Work began last year on the construction of the $300m Caracol Industrial Park in Haiti

Work began last year on the construction of the $300m Caracol Industrial Park in Haiti

South Korean apparel giant Sae-A Trading is on track to begin production later this year in Haiti, as part of a $300m multi-stakeholder effort to help the country back to economic growth following a devastating earthquake two years ago.

Sae-A Trading Co is the biggest investor in the Caracol Industrial Park, a massive production complex which, on completion, will be one of the largest and most modern in the Caribbean.

The company supplies major retailers and brands including Zara, H&M, Adidas, Gap, Wal-Mart, Target and JC Penney, and has committed US$85m to set up new vertical operations that will provide jobs for 20,000 Haitian workers.

The Haitian government, the US government and the Inter-American Development Bank (IDB) are also backing the 246-hectare park, which is being built in the north of the country. As well as Haiti's first textile mill with knitting and dyeing facilities, the construction will include electrical power, health facilities, housing units, and modernised port facilities.

As spokesperson told just-style the Sae-A production facility in the Caracol Industrial Park will officially open in late October, with the first 24 lines for the sewing factory beginning operation this year.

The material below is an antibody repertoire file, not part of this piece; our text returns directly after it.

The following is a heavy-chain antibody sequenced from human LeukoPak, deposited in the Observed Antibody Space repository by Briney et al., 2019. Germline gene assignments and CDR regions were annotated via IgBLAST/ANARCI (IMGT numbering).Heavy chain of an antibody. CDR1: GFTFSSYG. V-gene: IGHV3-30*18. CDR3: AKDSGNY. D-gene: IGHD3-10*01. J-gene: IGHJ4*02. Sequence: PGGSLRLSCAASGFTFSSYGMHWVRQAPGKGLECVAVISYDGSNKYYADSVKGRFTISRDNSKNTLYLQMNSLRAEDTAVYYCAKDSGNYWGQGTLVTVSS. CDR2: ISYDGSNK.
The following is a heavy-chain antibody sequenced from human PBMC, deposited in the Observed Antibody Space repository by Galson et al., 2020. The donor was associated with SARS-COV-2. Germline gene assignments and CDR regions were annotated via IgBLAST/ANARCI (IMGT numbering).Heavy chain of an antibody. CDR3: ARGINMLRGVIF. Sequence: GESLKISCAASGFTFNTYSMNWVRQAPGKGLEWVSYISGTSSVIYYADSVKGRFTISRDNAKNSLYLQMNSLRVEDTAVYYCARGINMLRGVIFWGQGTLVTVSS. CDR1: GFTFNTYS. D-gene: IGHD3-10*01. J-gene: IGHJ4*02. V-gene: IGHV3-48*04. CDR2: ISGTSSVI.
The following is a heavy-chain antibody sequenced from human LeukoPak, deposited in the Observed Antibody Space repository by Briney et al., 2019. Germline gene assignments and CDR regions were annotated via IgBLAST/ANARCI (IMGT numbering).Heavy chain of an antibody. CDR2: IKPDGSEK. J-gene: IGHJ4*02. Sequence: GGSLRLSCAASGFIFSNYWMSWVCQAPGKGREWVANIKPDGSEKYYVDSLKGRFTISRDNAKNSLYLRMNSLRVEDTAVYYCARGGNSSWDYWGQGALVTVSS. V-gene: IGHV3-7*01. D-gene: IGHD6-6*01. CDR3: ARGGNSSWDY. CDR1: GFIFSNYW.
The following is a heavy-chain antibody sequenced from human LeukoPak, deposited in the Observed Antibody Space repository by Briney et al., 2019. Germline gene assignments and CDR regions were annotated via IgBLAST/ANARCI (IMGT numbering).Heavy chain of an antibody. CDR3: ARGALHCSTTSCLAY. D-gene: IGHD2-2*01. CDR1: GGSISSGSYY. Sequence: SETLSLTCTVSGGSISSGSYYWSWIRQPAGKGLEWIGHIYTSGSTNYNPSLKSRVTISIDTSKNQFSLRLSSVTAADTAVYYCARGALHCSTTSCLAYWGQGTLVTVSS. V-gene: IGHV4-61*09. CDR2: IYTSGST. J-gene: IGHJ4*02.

In total there will be 288 sewing lines producing various knitwear garments, phased in over the next four years. Running alongside them will be washing, print and embroidery, dyeing and knitting facilities.

The investment means Sae-A Trading will become the first manufacturer to produce apparel with textiles made in Haiti. This of course reduces its dependence on imported raw materials, and dramatically increases the value added component in Haiti for each garment manufactured.

As the single largest sector of Haiti's economy, the apparel industry is seen as playing a key role in the country's recovery from the earthquake that hit the country on 12 January 2010, killing nearly 300,000 people and leaving millions homeless. The Caracol facility is also seen as a crucial step in helping to break Haiti's dependence on foreign aid.

Before the disaster, clothing exports to the US were worth around $512m in 2009 - around 90% of the country's total exports - and the industry employed more than 25,000 Haitians.

"We believe that our commitment of technical expertise will elevate Haiti's apparel manufacturing industry to help make it a world class leader, and creation of jobs and skills will empower the Haitian people, and we believe will lead to greater prosperity," the Sae-A spokesperson said.

"The investment will be divided into two phases over a period of seven years. The success of this project will create a rare precedent for investment models in rebuilding a country."

Sae-A Trading is one of the largest apparel manufacturing companies in the world exporting over US$1.3bn worth of products from facilities in Guatemala, Nicaragua, Indonesia, Vietnam, China and Cambodia. The company directly employs over 30,000 workers and another 20,000 at partner facilities.